This is not the first time that UMSL has celebrated Pietrzyk’s work though. Her short story “This Day With You,” was published in the first edition of UMSL’s literary journal, Natural Bridge, in April 1999. “That story is still one of my very favorite stories,” Pietrzyk said, “It was exciting that I had that little tiny but special place in the Natural Bridge archives and history.” The story, which takes a more traditional form, also draws on facts from Pietrzyk’s life. Like the characters in the story, Pietrzyk grew up in Iowa and worked at a movie theatre.

Pietzyk’s connection to Natural Bridge kept her connected with Troy. After Pietrzyk won the Drue Heinz Literature Award, Troy invited her to do a reading at UMSL.  In addition to the $15,000 prize and book printing, the award gave Pietrzyk an endowment for travel to universities for readings, so she accepted the invitation. Pietrzyk said that she chooses what she will read at a reading based on the audience and time frame. Though she said that readings can be difficult because she “gets the good and bad of seeing people respond,” she said: “I really love doing readings… I think it’s exciting when a reading goes really well. The audience is energized. I am energized. People will tell me secret moving things that they wouldn’t normally announce…It’s very moving.”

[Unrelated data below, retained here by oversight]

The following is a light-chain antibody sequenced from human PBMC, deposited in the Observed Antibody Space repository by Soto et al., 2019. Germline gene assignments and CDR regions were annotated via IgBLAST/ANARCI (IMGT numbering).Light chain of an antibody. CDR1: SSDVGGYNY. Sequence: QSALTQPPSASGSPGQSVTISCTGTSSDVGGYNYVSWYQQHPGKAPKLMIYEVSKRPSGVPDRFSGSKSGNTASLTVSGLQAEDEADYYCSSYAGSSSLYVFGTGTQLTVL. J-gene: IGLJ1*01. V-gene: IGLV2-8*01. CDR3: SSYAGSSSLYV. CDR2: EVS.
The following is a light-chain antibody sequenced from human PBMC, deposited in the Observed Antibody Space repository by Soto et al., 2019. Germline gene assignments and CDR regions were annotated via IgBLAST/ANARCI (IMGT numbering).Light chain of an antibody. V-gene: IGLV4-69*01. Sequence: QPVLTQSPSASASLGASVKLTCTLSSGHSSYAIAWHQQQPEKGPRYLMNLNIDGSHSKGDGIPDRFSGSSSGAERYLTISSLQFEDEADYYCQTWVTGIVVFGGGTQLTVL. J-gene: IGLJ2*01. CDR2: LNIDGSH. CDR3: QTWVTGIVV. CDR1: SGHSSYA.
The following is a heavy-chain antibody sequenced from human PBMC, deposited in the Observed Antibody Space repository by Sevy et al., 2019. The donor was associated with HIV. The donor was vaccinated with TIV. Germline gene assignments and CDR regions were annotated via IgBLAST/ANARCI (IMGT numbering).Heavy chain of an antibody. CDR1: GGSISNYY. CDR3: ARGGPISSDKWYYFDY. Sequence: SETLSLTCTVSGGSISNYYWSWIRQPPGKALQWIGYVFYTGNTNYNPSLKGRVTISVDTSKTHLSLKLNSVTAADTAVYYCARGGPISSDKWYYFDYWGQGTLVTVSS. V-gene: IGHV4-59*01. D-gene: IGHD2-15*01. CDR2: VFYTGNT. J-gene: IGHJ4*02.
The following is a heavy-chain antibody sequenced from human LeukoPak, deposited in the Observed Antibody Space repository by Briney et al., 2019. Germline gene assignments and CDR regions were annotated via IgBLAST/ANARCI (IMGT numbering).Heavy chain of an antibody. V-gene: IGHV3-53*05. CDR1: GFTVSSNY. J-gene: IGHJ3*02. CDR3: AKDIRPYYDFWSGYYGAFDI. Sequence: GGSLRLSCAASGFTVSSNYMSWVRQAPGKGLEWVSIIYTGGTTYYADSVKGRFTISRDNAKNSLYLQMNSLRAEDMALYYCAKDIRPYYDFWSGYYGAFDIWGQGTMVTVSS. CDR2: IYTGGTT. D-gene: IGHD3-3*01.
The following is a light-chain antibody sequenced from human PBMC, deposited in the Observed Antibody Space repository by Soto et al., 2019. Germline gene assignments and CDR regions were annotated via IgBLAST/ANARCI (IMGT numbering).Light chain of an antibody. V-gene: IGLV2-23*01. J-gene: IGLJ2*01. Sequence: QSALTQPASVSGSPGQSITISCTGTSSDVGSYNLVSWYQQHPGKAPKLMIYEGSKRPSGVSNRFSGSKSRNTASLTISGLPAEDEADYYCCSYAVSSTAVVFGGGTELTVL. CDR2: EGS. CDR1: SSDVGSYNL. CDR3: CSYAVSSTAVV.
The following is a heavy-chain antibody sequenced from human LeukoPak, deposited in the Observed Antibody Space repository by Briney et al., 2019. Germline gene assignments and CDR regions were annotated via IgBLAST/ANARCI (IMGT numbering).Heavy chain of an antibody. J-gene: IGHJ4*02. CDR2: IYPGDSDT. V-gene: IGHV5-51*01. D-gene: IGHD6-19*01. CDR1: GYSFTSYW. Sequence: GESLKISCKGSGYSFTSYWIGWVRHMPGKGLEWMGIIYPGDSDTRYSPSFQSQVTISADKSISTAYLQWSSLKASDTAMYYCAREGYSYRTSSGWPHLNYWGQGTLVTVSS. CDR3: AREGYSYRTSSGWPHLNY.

In addition to writing fiction, Pietrzyk also writes blogs and essays. Though she said that essays are “tortuous,” she said that she could use her own voice in her blog, which focuses on writing and some cooking. “I can have anything I want to say, and I can say it,” she said. “I could be humorous. I could put parentheses all over the place (which I love to do). That was me.”